Alaskans working to develop radon database
University researchers are working on developing a radon database to learn more about the gas's presence in Alaska.
The project is a partnership between the Division of Geological & Geophysical Surveys and University of Alaska Fairbanks’ School of Natural Resources and Extension.
Radon is a colorless, odorless gas that is a byproduct from uranium, radium and thorium breakdown in rocks, soil and ground water.
Radon is also estimated to be the second leading cause of lung cancer, behind cigarette smoking.
The Environmental Protection Agency estimates radon is responsible for 21,000 deaths each year, with nearly 3,000 of them occurring to people who have never smoked.
Jennifer Athey, a geologist for Alaska's Division of Geological and Geophysical Surveys, said the goal is to better map out where higher and lower levels of radon exist in the state.
"Right now there is very little information about radon in Alaska, we have some projects that were done in the '80s and then we've been collecting a little information here and there, but really we need much much more information," Athey said. "One of the problems with Alaska is that people are so concentrated along the rail belts and scattered into remote villages so it's hard to say especially in those outlying areas as more construction develops what the radon potential is going to be."
Athey said based on zip code information gathered previously by UAF and the Department Health and Social Services, hot spots include Fairbanks, Delta Junction, Healy and other parts of Interior Alaska.
Others include the Railbelt and Mat-Su areas.
Tyson Brauneis, with Radon Rescue 911, said he's been involved with testing homes for radon for close to 20 years.
Brauneis said he's seeing higher levels of radon than estimates by the U.S. EPA.
"Here in the Mat-Su Valley, Anchorage, Eagle River area we're seeing about 5 out of every 15 homes," Brauneis said.
The U.S. EPA estimates nearly 1 out of every 15 homes has elevated radon levels.
Brauneis recommends testing home radon levels every two years.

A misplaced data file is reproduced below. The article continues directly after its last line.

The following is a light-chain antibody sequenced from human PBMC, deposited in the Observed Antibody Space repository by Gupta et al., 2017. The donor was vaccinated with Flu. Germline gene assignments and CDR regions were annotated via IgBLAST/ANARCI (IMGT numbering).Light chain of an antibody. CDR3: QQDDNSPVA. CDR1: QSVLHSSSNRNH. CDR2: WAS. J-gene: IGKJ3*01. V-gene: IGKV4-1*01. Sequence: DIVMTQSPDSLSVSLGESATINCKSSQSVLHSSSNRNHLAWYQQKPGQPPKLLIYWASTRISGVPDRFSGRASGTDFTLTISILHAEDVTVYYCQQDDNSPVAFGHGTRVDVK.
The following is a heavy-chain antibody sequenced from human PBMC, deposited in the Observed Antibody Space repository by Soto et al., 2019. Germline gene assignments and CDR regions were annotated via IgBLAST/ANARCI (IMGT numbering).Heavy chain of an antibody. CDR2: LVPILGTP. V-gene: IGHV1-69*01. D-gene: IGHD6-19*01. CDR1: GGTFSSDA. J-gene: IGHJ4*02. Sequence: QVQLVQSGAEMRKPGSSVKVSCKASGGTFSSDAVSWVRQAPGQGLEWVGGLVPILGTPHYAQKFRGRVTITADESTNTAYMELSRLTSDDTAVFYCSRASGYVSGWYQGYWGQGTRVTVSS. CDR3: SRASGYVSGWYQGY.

"We recommend in the state of Alaska having your home tested approximately every two years, even if you have a radon mitigation system, you should continue to have it tested every 2-5 years, (you want to) make sure that system's working (and) nothing has changed," Brauneis said.
Factors influencing radon levels include the actual presence of radon in the ground, a home's foundation to the ground, or a way for air to enter the home from the ground.
"Usually that happens because there are holes in the house or the slab or the cement block wall, that the air from the ground is seeping into the house. But it doesn't just seep in really, it's because the house is creating a negative pressure, particularly in the winter time because the heater is running so much that it's forcing air out of the house and that the negative pressure pulls in the air from the ground," Athey said.
Athey recommends Alaskans get their houses tested for radon levels and to make mitigation efforts.
"You can plug up those holes essentially, so if you have cracks in slab, use compound and put those into the cracks you can tape around holes in the plastic and there are people that specialize in radon mitigation so you would really call those folks and get kind of an assessment for their house," Athey said.
To find out how to get your home's radon level tested,